Vegetable oil

For other uses, see Vegetable oil (disambiguation).

A vegetable oil is a triglyceride extracted from a plant.[1] The term "vegetable oil" can be narrowly defined as referring only to plant oils that are liquid at room temperature,[2] or broadly defined without regard to a substance's state of matter at a given temperature.[3] For this reason, vegetable oils that are solid at room temperature are sometimes called vegetable fats. In contrast to these triglycerides, vegetable waxes lack glycerin in their structure. Although many plant parts may yield oil, in commercial practice, oil is extracted primarily from seeds.

On food packaging, the term "vegetable oil" is often used in ingredients lists instead of specifying the exact plant being used, especially when the oil used is less desirable to the consumer or if a mix is used.

Uses of triglyceride vegetable oil

Oils extracted from plants have been used since ancient times and in many cultures. As an example, in a 4,000-year-old kitchen unearthed in Indiana's Charlestown State Park, archaeologist Bob McCullough of Indiana University-Purdue University Fort Wayne found evidence that natives used large slabs of rock to crush hickory nuts, then boiled them in water to extract the oil.[4] Archaeological evidence shows that olives were turned into olive oil by 6000 BC[5] and 4500 BC in present-day Israel and Palestine.[6]

Culinary uses

See also: Cooking oil

Many vegetable oils are consumed directly, or indirectly as ingredients in food – a role that they share with some animal fats, including butter, ghee, lard, and Schmaltz. The oils serve a number of purposes in this role:

Secondly, oils can be heated and used to cook other foods. Oils suitable for this objective must have a high flash point. Such oils include the major cooking oils – soybean, rapeseed, canola, sunflower, safflower, peanut, cottonseed, etc. Tropical oils, such as coconut, palm, and rice bran oils, are particularly valued in Asian cultures for high-temperature cooking, because of their unusually high flash points.

Hydrogenated oils

Unsaturated vegetable oils can be transformed through partial or complete "hydrogenation" into oils of higher melting point. The hydrogenation process involves "sparging" the oil at high temperature and pressure with hydrogen in the presence of a catalyst, typically a powdered nickel compound. As each carbon–carbon double-bond is chemically reduced to a single bond, two hydrogen atoms each form single bonds with the two carbon atoms. The elimination of double bonds by adding hydrogen atoms is called saturation; as the degree of saturation increases, the oil progresses toward being fully hydrogenated. An oil may be hydrogenated to increase resistance to rancidity (oxidation) or to change its physical characteristics. As the degree of saturation increases, the oil's viscosity and melting point increase.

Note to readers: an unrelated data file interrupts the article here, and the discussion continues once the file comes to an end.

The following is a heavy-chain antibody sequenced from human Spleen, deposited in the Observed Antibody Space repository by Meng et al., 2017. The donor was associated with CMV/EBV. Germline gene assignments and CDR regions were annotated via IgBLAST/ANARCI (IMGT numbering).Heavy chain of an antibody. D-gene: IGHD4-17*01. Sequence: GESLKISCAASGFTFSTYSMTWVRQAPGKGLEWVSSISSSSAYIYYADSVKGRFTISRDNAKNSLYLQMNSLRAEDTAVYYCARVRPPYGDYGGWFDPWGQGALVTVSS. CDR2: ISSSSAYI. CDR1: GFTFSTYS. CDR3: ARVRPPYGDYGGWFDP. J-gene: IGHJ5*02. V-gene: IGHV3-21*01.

The use of hydrogenated oils in foods has never been completely satisfactory. Because the center arm of the triglyceride is shielded somewhat by the end fatty acids, most of the hydrogenation occurs on the end fatty acids, thus making the resulting fat more brittle. A margarine made from naturally more saturated oils will be more plastic (more "spreadable") than a margarine made from hydrogenated soy oil. While full hydrogenation produces largely saturated fatty acids, partial hydrogenation results in the transformation of unsaturated cis fatty acids to unsaturated trans fatty acids in the oil mixture due to the heat used in hydrogenation. Partially hydrogenated oils and their trans fats have been linked to an increased risk of mortality from coronary heart disease,[7] among other increased health risks.

In the US, the Standard of Identity for a product labeled as "vegetable oil margarine" specifies only canola, safflower, sunflower, corn, soybean, or peanut oil may be used.[8] Products not labeled "vegetable oil margarine" do not have that restriction.

Industrial uses

Vegetable oils are used as an ingredient or component in many manufactured products.

Many vegetable oils are used to make soaps, skin products, candles, perfumes and other personal care and cosmetic products. Some oils are particularly suitable as drying oils, and are used in making paints and other wood treatment products. Dammar oil (a mixture of linseed oil and dammar resin), for example, is used almost exclusively in treating the hulls of wooden boats. Vegetable oils are increasingly being used in the electrical industry as insulators as vegetable oils are not toxic to the environment, biodegradable if spilled and have high flash and fire points. However, vegetable oils are less stable chemically, so they are generally used in systems where they are not exposed to oxygen, and they are more expensive than crude oil distillate. Synthetic tetraesters, which are similar to vegetable oils but with four fatty acid chains compared to the normal three found in a natural ester, are manufactured by Fischer esterification. Tetraesters generally have high stability to oxidation and have found use as engine lubricants. Vegetable oil is being used to produce biodegradable hydraulic fluid[9] and lubricant.[10]